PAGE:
Whether you’re hybrid, remote or in the office, the majority of people are spending the majority of their time working. So why not make the work environment a good place to be? The pandemic brought mental health to the top of the agenda for employers, and thankfully it has stayed there.
Besides the detrimental impact for the individual, poor mental well-being of employees plays a significant factor in absenteeism. In fact, the UK lost 17 million working days due to stress, depression or anxiety between 2021 and 2022 (Health and Safety Executive, 2022). Poor mental well-being of employees has also been linked to poor overall job performance, low productivity and increased staff attrition. A lack of psychological safety in the workplace has been found to be a key predictor of poor employee mental well-being. Here we unpack how mental well-being can be negatively affected by a psychologically unsafe work environment, and how you can identify potential hazards for your colleagues.
Before we get started, here are two basic definitions we need to understand:
Mental well-being = Mental well-being is a combination of how we feel (our emotions and life satisfaction) and how we function (relationships with others, personal control, purpose in life and independence). It is something that affects everyone, old and young, and anyone can experience good or poor mental well-being (World Health Organisation, 2021).
Psychological safety = Psychological safety is the belief that you will not be punished or humiliated for speaking up with ideas, questions, concerns, or mistakes (Harvard Business Review, 2022).
DOUBT AND SELF-CONFIDENCE
Work is a vulnerable place to be. There are expectations, and as a worker you are expected to consistently perform and your value add is measured. In a positive environment that means you’re treated as an asset to the team, your input and output are valued. Without that psychological safety, this vulnerability can result in experiencing shame at the hand of a manager or colleagues; for example an unjust criticism of performance, undermining and blaming, can damage an employee’s self-esteem, engendering feelings of worthlessness and self-doubt.
A place to start: Before delivering feedback, make sure it is evidence based and delivered in a constructive way. Deliver it at an appropriate time and place (i.e. confidentially) and give the colleague an opportunity to respond and ask questions.
Toxic work environments are highly stressful for employees. Navigating a negative environment and operating in a state of self-preservation can be exhausting, which has a knock effect physically and contribute substantially to burnout.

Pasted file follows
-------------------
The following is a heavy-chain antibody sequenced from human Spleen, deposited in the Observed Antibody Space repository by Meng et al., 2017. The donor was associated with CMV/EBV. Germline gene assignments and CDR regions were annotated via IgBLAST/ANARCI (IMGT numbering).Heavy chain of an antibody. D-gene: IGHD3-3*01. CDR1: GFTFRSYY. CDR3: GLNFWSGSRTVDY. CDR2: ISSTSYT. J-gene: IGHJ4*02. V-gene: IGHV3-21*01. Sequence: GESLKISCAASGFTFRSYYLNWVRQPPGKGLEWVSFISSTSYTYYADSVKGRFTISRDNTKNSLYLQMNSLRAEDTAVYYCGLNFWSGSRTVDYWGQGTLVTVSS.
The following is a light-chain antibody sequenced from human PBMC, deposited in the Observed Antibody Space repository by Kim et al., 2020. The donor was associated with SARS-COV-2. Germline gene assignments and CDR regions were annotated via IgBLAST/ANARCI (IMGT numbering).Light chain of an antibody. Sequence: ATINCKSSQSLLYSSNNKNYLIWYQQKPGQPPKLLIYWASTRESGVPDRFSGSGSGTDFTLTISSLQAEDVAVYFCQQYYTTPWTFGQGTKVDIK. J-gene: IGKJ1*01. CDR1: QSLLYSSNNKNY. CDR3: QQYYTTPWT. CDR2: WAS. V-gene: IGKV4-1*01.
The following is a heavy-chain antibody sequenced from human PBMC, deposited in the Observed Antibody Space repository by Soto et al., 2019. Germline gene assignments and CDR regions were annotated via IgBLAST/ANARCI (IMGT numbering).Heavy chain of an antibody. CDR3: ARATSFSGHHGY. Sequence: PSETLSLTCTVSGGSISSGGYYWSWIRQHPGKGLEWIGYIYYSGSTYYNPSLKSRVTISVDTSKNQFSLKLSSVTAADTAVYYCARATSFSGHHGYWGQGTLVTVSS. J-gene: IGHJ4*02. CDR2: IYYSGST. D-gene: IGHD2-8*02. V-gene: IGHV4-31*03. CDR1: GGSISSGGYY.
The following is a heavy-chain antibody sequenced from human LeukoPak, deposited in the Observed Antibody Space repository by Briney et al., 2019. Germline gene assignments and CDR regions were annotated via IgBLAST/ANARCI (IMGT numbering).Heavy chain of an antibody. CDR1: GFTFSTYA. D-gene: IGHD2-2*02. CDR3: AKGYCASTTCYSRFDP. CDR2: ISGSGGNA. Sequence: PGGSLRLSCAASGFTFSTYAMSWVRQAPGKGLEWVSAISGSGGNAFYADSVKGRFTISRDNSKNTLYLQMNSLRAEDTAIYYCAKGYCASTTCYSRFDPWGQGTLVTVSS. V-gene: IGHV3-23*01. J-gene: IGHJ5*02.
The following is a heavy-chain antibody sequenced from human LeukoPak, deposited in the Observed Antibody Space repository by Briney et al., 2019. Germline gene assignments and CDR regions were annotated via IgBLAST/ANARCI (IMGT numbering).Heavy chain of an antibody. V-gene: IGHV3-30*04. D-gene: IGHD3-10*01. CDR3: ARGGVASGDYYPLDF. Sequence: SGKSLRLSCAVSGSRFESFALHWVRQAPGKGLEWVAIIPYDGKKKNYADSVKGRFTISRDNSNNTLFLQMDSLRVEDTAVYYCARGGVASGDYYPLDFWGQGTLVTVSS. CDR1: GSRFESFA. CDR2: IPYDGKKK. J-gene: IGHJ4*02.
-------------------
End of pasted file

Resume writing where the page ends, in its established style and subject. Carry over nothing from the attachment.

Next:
A place to start: As a manager or leader, you can mitigate risk of exhaustion and burnout at work by giving clear expectations, offering genuine support and fostering an environment where individuals can speak up about their challenges without fear of retribution.
LONELINESS AND EXCLUSION
Pre-covid, loneliness was already on the rise, but with hybrid here to stay our efforts to create psychological safe environments must be able to extend into the digital realm. Hybrid and remote workers are more likely to experience loneliness so finding ways to integrate these virtual workers and make them feel connected to the team and organisation
An emotionally unsupportive workplace can lead to feelings of loneliness and exclusion. A pro-longed feeling of loneliness can increase the risk of depression, anxiety, low self-esteem, and increased stress.
A place to start: Be intentional in your hybrid meetings, set aside time for non-work related chat and ensure if some people are in a room together, they proactively engage with virtual participants and are looking into the camera. Also, consider third-location meetings and create opportunities for people to meet outside of the office and their home.
There is a huge variety of external influences which may impact how an individual acts at work, and without a psychologically safe environment to understand them and make reasonable adjustments employees will be unable to reach their potential. An example is unhealthy family dynamics which can unconsciously be re-created in the workplace and can become a direct mirror of trauma an employee experienced growing up. Even if the circumstances are not as unsafe as those in their past, it can still lead to employees experiencing a recreation of a neglectful or critical parent or authority figure. This might mean an individual may feel reluctant to stand up to a manager who is controlling and dismissive, as this may recreate feelings from childhood when a parent had no time or attention for them.
A place to start: This can be incredibly complex, but as a leader/manager/advocate you can create safe spaces for individuals to talk and really be heard. You might consider encouraging members of your team to qualify as mental health first aiders. Finally, be ready to sign post people to where they can get further help.
By building a psychologically safe environment within your business, you can significantly improve your employees’ mental well-being, resulting in reduced absenteeism and increased overall job performance, productivity and staff retention. If you are interested in understanding how to improve the conditions for good mental well-being of your team, please don’t hesitate to contact [email protected]